P.S. Two months ago he completed a gruelling 2,000-mile cycle ride around Britain and raised more than £15,000 for the 'Help for Heroes' charity for wounded servicemen.

I have since heard from Chris and in the name a clarity and the truth this is what he said :

A few points, if I may: the press didn't get it all correct. I wasn't badly hurt: shocked, yes. My family did not urge me not to do it; they were diving with me as we had done dozens of times from that point. My sons were trying to make my dive more stylish - vain hope - but a swallow dive is not backwards. I should have kept my own council. On my 2038-mile cycle for Help for Heroes I have now raised £23,000 - see wordpress for full story. I'm now considering my next charity - wife permitting. Isn't there one for families of soldiers who didn't come back? Advice welcome, preferably constructive. Chris Irven

Britain is still a country with some remarkable old men.

Britain is a country where its increasing number of old men who are the victims of crime have a protectress in The Crown Prosecution Service

Three years ago crimes against old people in the U.K. were highlighted when :

* the Crown Prosecution Service said that under new guidelines, criminals who attack elderly people should get harsher sentences and those attacks would be treated the same as race hate and anti-gay crimes.

* it was feared that up to 500,000 elderly people could be the victims of crime and that only a few of these come to court because many victims do not report them through fear or embarrassment.

* the Director of Public Prosecutions, said : “If there is any evidence that there is an aggravating element to an offence based on a victim’s age, we will draw it to the attention of the court. Safety and security and the right to live free from the fear of crime, arising from mistreatment or abuse, are fundamental rights and go to the core of older people’s sense of well-being. Feeling and being unsafe, or 'at risk’, has a significant negative impact on older people’s health and sense of well-being and can leave them isolated and unable to participate socially and economically in their community.”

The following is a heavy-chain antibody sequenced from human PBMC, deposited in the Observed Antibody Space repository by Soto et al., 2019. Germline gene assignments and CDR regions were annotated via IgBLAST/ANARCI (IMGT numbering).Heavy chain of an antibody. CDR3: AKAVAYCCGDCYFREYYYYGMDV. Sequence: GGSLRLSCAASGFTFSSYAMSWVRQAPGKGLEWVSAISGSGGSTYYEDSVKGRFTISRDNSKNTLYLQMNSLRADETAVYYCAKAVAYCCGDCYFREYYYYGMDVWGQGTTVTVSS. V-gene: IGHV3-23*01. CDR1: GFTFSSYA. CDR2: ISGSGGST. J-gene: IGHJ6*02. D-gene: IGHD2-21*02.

* the CPS said that it wanted to focus on several key crimes including abuse or neglect by family members in the home or by care workers and other crimes targeted include those where elderly people are picked on because they are vulnerable, such as muggings, doorstep theft or rogue traders, and crimes motivated by hostility or even hatred towards people because of their age and infirmity.

Some case studies

A support worker who stole more than £16,000 from a deaf pensioner in Sheffield was jailed for two and a half years in 2008 and also ordered to pay her victim £10,000 after admitting eight counts of theft. The victim sat in the well of the court in a wheelchair and heard, with the help of a listening device, the Judge describe the defendant as someone who was "truly base" and whose actions were "a dreadful betrayal of the trust deposed in you".